The food is worthy of mention. Near to just about any station in Sweden you’ll find a “Grill” cafe selling burgers, sausages and no on, but do look out for something quintessentially Swedish, the Tunnbrödsrulle. Translated, it simply means “thin bread roll”. It’s comprised of mashed potatoes, sausage or hot dogs, lettuce, shrimp salad, mayonnaise dressing, onions, ketchup and mustard and is served wrapped up in a tortilla or flatbread. And over all those visits over all those years I’d never tried one. Suffice it to say it will be part of the experience whenever we’re over. 

From Bromma it was only a couple of stops along the Green metro line to Åkeshov. We passed by Åkeshovs Slott, or castle. There’s been a palace or castle here since the 15th century and was once owned by the bankers to the Swedish royal family. The building you see now dates from 1740, and is owned now by Stockholm Council who operate it as a hotel. We walked through some allotments nearby to get to Åkeshovs Bollplan, I imagined that once upon a time that would have been a rich merchant’s ornamental garden!!

As far as I’m concerned there’s a pecking order in where you can watch a Swedish football match. Top of the tree is the Stadion, then there’s the idrottsplats (sports field), and bottom of the pile is the humble bollplan (ball field) . The difference between an idrottsplats and a bollplan is most easily described as the former being for more than just variants of football.  But there is more to it than that, here there was little more than a floodlit pitch and a changing room block, all set up beside the local equestrian school. I regarded the two sets of bleachers as a bonus! I’d expect to see a cafe at an idrottsplats too. 

There haven’t been any massive changes to Swedish club football since our last visit 3 years ago. One cosmetic change is that the third tier Divisions Et (one) Norra (north) and Södra (south) have been rebadged Ettan Norra and Södra for their nomenclature to fit in with the Superettan (Super-one) above.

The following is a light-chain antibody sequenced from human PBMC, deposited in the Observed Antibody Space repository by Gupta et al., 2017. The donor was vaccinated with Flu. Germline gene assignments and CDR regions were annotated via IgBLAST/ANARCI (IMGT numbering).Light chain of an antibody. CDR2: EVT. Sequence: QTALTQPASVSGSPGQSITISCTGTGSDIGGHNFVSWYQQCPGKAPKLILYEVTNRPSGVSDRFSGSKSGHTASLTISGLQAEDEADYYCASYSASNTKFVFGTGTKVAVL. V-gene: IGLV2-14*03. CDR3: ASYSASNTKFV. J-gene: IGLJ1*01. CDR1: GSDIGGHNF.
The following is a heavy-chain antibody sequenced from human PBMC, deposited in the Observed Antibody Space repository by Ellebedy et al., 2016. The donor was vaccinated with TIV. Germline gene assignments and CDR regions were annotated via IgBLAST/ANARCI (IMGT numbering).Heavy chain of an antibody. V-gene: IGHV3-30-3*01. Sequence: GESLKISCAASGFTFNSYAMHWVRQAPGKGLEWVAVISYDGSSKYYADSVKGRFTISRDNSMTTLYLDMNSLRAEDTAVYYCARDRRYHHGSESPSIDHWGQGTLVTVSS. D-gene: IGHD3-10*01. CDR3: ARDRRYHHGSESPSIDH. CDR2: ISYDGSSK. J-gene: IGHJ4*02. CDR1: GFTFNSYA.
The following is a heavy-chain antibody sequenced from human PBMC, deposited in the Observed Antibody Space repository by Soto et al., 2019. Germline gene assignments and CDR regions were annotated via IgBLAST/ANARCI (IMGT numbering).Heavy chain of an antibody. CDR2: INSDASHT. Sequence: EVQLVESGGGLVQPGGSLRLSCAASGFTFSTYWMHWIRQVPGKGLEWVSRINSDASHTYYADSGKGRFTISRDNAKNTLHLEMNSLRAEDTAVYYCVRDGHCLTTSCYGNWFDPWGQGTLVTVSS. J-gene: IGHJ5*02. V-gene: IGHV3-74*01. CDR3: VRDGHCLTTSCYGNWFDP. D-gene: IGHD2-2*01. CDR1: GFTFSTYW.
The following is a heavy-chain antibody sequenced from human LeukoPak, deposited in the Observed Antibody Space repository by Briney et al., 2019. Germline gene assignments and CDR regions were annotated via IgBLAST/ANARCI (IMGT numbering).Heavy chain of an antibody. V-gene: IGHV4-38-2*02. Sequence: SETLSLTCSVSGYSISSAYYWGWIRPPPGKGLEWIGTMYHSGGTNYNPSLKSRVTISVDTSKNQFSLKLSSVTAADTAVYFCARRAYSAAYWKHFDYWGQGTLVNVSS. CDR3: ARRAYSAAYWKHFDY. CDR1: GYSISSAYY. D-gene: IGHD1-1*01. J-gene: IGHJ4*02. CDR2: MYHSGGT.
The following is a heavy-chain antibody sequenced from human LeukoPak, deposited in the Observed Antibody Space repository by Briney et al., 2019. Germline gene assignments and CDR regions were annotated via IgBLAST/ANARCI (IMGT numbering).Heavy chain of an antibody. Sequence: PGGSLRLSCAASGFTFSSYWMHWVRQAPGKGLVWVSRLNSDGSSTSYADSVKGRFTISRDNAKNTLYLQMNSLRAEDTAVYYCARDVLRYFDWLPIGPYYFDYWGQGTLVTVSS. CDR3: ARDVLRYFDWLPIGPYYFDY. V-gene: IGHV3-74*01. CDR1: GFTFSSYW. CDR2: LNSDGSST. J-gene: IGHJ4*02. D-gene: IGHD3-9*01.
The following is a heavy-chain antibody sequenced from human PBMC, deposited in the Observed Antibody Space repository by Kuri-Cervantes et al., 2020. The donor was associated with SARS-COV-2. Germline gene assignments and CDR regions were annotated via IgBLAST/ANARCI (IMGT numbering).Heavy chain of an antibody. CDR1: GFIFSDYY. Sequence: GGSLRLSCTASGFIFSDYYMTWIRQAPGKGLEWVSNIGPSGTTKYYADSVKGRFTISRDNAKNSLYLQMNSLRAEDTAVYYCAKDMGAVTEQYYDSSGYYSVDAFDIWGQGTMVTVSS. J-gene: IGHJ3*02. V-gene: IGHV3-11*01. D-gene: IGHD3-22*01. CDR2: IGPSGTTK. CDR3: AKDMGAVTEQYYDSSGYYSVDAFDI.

None of which affected these two clubs close to the bottom end of the footballing food chain in Stockholm. We were joined by another friend, Mats Nyström of the Swedish Society of Football Statistics. He’s best known for his comment to Christian in the Offside article where he said,

“If Victoria Silvestedt walked naked into one of our meetings no one would notice!”

He had history here, having attended school nearby, and having played games here no end of times. Once again it was lovely to be able to catch up. 

Nockeby is a residential district of Bromma, so it was entirely appropriate they should play home games here. The opposition as you’d expect are formed from the Greek community who I tend to associate with Akropolis who we saw at Spånga IP on our last visit. Sadly they went bankrupt after playing Superettan football at Grimsta IP.

With so many municipal grounds in Sweden being converted to artificial surfaces you see the impact it’s had on the style of play, particularly as the rolling substitutions rule has been in place for local football for many years. Teams must play passing football as there’s no point bashing the ball down the channels, as it will simply run away. 

Here Nockebyhovs played that game better than their opponents, and that was despite a 20 minute delay when the rather yellow floodlights failed and had to cool before being restarted. But that was no issue to us, it gave 4 friends more time to catch up. And that of course was the whole reason we’d taken a plane, a boat, and a few trains to get there. 


The 4 grounds I selected for “Offside” magazine were, and I picked one from England, Scotland, Wales and Northern Ireland, were

England – Victoria Bottoms (Nanpean Rovers) https://laurencereade.com/2020/03/18/wonderland/

Scotland- Bellslea Park ( Fraserburgh) https://laurencereade.com/2021/08/18/fishing/

Wales, Blandy Park (Garw SBGC) https://laurencereade.com/2016/09/11/meetontheledge/

Northern Ireland, The Oval (Glentoran) https://laurencereade.com/2014/10/01/titanic/

But I’m sure you could pick 4 different ones!!!